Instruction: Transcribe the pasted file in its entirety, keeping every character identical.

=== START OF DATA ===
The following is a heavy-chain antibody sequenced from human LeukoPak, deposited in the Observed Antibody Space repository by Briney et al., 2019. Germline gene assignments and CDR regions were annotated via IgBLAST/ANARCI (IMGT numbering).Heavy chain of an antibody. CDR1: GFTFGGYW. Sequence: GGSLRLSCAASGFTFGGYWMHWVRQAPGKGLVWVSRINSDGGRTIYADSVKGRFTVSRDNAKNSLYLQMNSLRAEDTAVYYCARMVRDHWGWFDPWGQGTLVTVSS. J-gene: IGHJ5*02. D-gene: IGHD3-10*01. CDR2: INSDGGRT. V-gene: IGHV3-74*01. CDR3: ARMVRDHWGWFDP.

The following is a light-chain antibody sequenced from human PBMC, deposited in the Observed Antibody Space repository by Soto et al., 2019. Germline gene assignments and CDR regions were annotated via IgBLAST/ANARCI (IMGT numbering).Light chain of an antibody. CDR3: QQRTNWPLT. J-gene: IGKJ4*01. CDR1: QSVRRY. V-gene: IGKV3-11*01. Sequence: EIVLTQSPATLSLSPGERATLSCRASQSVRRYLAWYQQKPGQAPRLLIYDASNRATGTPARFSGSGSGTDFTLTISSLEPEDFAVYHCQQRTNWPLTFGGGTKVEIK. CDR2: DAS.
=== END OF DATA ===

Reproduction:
The following is a heavy-chain antibody sequenced from human LeukoPak, deposited in the Observed Antibody Space repository by Briney et al., 2019. Germline gene assignments and CDR regions were annotated via IgBLAST/ANARCI (IMGT numbering).Heavy chain of an antibody. CDR1: GFTFGGYW. Sequence: GGSLRLSCAASGFTFGGYWMHWVRQAPGKGLVWVSRINSDGGRTIYADSVKGRFTVSRDNAKNSLYLQMNSLRAEDTAVYYCARMVRDHWGWFDPWGQGTLVTVSS. J-gene: IGHJ5*02. D-gene: IGHD3-10*01. CDR2: INSDGGRT. V-gene: IGHV3-74*01. CDR3: ARMVRDHWGWFDP.

The following is a light-chain antibody sequenced from human PBMC, deposited in the Observed Antibody Space repository by Soto et al., 2019. Germline gene assignments and CDR regions were annotated via IgBLAST/ANARCI (IMGT numbering).Light chain of an antibody. CDR3: QQRTNWPLT. J-gene: IGKJ4*01. CDR1: QSVRRY. V-gene: IGKV3-11*01. Sequence: EIVLTQSPATLSLSPGERATLSCRASQSVRRYLAWYQQKPGQAPRLLIYDASNRATGTPARFSGSGSGTDFTLTISSLEPEDFAVYHCQQRTNWPLTFGGGTKVEIK. CDR2: DAS.